This is really the bottom line here. It’s the ultimate reason to invest in SSR. Well-designed SSR can help our clients make better decisions, which – bit by bit – enhances the health of the market we serve, which creates more and better opportunity for us. If you’re seeing something like a spirit of service (or long-term investment) being the most powerful motivator for SSR, then you’re seeing this thing clearly.

SSR Calls For Strength And Humility#

Data is powerful. It can be a powerful way to understand truth and reality. It is more often a fairy tale we tell ourselves about why we decided a certain way.

This is an argument both for getting more fluent at creating and using data, and an argument for humility around the whole idea of data’s value. Some suggested reading for you:

  • “Alchemy” by Rory Sutherland is a fun, worthwhile read here.

  • “How to Measure Anything” by Douglas Hubbard is a much less fun, but equally worthwhile counterbalancing read.

If you’re up for it, read these two books back to back. You’ll find yourself suspended in a sort of “intellectual hammock”, pulled in two opposing directions with respect to the value of data. This is the right place from which to think about this stuff.

Why Don’t We Do More Small-Scale Research?#

Let me be clear: well-executed small-scale research is very rare. There are good reasons why.

We mis-aprehend research generally, and business research specifically. We hear the word “research” and tend to assume that means expensive, complex, technical, inaccessible stuff. Most of us don’t know about this little niche of accessible, useful methods that untrained but motivated people like us can use to create unique value, and so we hear the word “research” and quickly decide “that’s not for me”.

We lack formal training in SSR methods. In college, I did one small-scale research project involving surveys and SPSS as part of a senior Political Science thesis project. That was the extent of my schooling’s contribution to my understanding of SSR. Maaaybe if we have done UX or product validation work we’ve had some exposure to SSR-friendly research methods, but the majority of us lack even semi-formal training in SSR methods. I hope this guide helps, but this lack of training partially explains why SSR is rare.

We are intimidated by the idea of research. The tweet I referenced at the start of this chapter lives in our head, or at least the social threat it represent lives in our mind as a fear of “getting in over our heads”. And so many of us are intimidated by the idea of SSR, because we fixate on the research part (and our associated fears) and undervalue how the small-scale part can make SSR usable and valuable for us.

We see few examples of our peers doing SSR. This reinforces the notion that it’s difficult, complex, and risky. We have some examples of SSR used for earning visibility and trust – for marketing, but that’s just one of several ways research can be leveraged, and examples where it’s used for decision support are less visible to us and therefore more mysterious.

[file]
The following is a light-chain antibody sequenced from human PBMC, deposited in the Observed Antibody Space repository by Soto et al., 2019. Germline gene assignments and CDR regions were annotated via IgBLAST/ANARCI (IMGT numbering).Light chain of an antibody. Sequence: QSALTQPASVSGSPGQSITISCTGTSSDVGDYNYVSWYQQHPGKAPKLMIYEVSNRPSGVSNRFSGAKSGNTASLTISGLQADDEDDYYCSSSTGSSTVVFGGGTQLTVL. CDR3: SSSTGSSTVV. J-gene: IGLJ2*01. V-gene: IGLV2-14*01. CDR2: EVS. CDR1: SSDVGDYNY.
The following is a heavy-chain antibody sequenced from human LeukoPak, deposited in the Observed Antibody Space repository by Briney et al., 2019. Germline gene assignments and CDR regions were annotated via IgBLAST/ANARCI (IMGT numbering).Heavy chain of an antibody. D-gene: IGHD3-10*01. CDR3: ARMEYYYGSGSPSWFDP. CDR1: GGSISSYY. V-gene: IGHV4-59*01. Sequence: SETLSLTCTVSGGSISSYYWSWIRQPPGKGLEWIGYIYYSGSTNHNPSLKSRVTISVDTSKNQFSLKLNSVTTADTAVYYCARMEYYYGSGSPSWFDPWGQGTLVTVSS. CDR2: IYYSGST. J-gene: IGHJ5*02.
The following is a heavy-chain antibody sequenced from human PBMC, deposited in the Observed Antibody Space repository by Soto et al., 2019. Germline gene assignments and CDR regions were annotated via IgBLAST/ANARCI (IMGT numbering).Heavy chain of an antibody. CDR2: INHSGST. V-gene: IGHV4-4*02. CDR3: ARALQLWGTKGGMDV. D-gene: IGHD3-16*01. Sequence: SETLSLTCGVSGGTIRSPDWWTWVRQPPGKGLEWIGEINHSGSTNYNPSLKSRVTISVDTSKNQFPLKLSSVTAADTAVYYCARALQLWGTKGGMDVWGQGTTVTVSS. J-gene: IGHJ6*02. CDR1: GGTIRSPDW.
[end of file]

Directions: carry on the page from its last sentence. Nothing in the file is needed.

We practice an unlicensed profession, and so there’s little incentive for us to raise our game beyond what improvisation, gut feel, past experience, “best practices”, and a dash of confidence can achieve. Said more cynically, our clients are surprisingly tolerant of really mediocre consulting services, which reduces the incentive for us to level up the quality of our advice using data. Said more positively, often the status quo at a client is so bad that improvisation, gut feel, past experience, “best practices”, and a dash of confidence can create a miraculous amount of relative improvement!

All together, these factors cause us to under-utilize research. Again, many of these are good reasons to not invest in SSR. Doing competent but – let’s be honest – utterly ordinary work can be monetized in totally adequate ways. Building a small team, leveraging a bit of luck, and avoiding making any terrible decisions for 10 or 20 years can buy you two really nice houses, a few college educations for kids, a funded retirement account, and quite a few nice vacations and meals in restaurants. All without touching SSR with a ten foot pole. Not bad!

So after accounting for all the reasons to invest in SSR and considering all the reasons we don’t, I think your decision will come down to an emotion rather than an objective decision process. That emotion is dissatisfaction. The folks who are willing to invest in SSR tend to be dissatisfied with the status quo. They have a hunger to advance the state of the art. A hunger that, frankly, I have been unable to fully explain. I have this hunger. Some folks I know who “should” be earning more money have this hunger and invest in SSR anyway, despite the “illogical” nature of the investment. And I know others who are earning way more money than they need to live well, can’t explain how exactly the SSR will contribute more revenue, and also have this hunger.

The best I’ve got for an explanation is this: it’s a hunger to understand more deeply combined with a concern that our own personal experience to date is limiting our potential to understand. We just have to gain this deeper understanding. Maybe this is really driven by even deeper, more primal motivations for status, power, etc. I don’t really know.

I do know that you can stop reading this guide if you’re sure you don’t have this hunger. There are easier, less risky ways to optimize your business to make more money and serve your clients better.

But if you do have this hunger, or if doing SSR is part of your job, or if you’re merely curious, then read on. I won’t waste your time with anything other than the essential concepts, details, and examples you need to understand and execute small-scale research.